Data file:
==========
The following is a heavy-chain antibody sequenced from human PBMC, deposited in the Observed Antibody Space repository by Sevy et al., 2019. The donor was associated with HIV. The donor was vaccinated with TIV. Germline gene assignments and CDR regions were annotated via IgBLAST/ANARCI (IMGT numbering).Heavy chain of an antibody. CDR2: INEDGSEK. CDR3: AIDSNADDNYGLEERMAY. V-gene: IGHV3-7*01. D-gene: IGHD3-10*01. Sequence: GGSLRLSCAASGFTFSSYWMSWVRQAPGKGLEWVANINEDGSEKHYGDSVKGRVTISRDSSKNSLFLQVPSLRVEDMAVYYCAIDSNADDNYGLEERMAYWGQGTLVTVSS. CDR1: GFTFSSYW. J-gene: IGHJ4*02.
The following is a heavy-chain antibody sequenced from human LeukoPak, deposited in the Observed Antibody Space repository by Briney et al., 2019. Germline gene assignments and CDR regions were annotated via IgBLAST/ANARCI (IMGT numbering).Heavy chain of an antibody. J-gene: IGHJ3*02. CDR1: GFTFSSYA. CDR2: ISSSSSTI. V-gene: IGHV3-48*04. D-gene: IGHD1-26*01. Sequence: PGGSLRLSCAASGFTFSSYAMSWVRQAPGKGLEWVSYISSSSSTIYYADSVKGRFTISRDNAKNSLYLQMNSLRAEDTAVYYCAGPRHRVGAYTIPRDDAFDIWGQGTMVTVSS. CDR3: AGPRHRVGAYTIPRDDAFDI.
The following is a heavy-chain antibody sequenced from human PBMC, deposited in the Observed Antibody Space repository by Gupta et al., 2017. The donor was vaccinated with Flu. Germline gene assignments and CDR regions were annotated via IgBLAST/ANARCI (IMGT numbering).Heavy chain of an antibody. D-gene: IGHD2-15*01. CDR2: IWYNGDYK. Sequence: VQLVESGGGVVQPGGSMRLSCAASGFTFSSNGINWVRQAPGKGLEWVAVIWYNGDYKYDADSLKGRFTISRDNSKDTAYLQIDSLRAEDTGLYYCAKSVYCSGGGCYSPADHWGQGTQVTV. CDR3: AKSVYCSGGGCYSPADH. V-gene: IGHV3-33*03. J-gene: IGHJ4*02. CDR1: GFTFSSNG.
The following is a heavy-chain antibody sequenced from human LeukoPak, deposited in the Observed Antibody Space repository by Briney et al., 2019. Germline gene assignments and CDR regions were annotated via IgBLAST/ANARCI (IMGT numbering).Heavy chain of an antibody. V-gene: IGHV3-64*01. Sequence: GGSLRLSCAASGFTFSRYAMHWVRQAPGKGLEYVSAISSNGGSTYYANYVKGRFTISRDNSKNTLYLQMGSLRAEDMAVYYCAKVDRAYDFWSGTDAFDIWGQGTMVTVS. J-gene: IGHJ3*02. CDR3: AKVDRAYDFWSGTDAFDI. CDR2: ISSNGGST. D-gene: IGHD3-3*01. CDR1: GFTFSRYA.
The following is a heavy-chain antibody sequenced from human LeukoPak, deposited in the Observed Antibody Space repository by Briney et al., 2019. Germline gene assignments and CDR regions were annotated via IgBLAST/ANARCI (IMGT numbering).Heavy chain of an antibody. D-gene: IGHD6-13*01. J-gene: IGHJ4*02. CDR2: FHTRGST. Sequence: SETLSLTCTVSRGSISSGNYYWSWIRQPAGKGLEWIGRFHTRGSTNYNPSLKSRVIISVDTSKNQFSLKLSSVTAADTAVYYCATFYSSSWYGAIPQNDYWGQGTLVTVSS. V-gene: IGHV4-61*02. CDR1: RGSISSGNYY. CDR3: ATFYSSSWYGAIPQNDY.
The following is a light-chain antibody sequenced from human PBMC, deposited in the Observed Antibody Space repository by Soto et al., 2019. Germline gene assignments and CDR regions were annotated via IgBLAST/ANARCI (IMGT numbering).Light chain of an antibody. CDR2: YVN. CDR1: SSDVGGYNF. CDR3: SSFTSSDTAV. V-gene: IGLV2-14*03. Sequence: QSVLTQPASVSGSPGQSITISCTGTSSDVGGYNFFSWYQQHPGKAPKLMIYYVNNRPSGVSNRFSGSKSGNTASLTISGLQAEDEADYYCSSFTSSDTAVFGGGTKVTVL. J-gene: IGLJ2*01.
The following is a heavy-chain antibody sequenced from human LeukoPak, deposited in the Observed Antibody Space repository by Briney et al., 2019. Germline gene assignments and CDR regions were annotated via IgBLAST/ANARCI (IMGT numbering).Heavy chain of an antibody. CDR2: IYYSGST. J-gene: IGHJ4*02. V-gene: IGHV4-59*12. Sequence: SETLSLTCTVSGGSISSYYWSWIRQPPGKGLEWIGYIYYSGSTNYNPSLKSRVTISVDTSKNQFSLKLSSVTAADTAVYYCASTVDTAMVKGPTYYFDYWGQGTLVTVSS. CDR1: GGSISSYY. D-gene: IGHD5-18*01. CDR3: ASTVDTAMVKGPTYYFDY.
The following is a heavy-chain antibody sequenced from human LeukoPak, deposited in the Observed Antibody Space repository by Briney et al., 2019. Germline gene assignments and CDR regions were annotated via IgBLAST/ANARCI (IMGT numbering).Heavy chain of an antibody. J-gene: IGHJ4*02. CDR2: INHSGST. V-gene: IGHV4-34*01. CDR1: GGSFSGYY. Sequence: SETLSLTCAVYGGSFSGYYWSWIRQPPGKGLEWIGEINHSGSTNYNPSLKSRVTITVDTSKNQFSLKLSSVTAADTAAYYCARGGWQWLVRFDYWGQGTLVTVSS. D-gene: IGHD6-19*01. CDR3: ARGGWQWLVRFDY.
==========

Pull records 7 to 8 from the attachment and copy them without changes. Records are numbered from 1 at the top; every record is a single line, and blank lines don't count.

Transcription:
The following is a heavy-chain antibody sequenced from human LeukoPak, deposited in the Observed Antibody Space repository by Briney et al., 2019. Germline gene assignments and CDR regions were annotated via IgBLAST/ANARCI (IMGT numbering).Heavy chain of an antibody. CDR2: IYYSGST. J-gene: IGHJ4*02. V-gene: IGHV4-59*12. Sequence: SETLSLTCTVSGGSISSYYWSWIRQPPGKGLEWIGYIYYSGSTNYNPSLKSRVTISVDTSKNQFSLKLSSVTAADTAVYYCASTVDTAMVKGPTYYFDYWGQGTLVTVSS. CDR1: GGSISSYY. D-gene: IGHD5-18*01. CDR3: ASTVDTAMVKGPTYYFDY.
The following is a heavy-chain antibody sequenced from human LeukoPak, deposited in the Observed Antibody Space repository by Briney et al., 2019. Germline gene assignments and CDR regions were annotated via IgBLAST/ANARCI (IMGT numbering).Heavy chain of an antibody. J-gene: IGHJ4*02. CDR2: INHSGST. V-gene: IGHV4-34*01. CDR1: GGSFSGYY. Sequence: SETLSLTCAVYGGSFSGYYWSWIRQPPGKGLEWIGEINHSGSTNYNPSLKSRVTITVDTSKNQFSLKLSSVTAADTAAYYCARGGWQWLVRFDYWGQGTLVTVSS. D-gene: IGHD6-19*01. CDR3: ARGGWQWLVRFDY.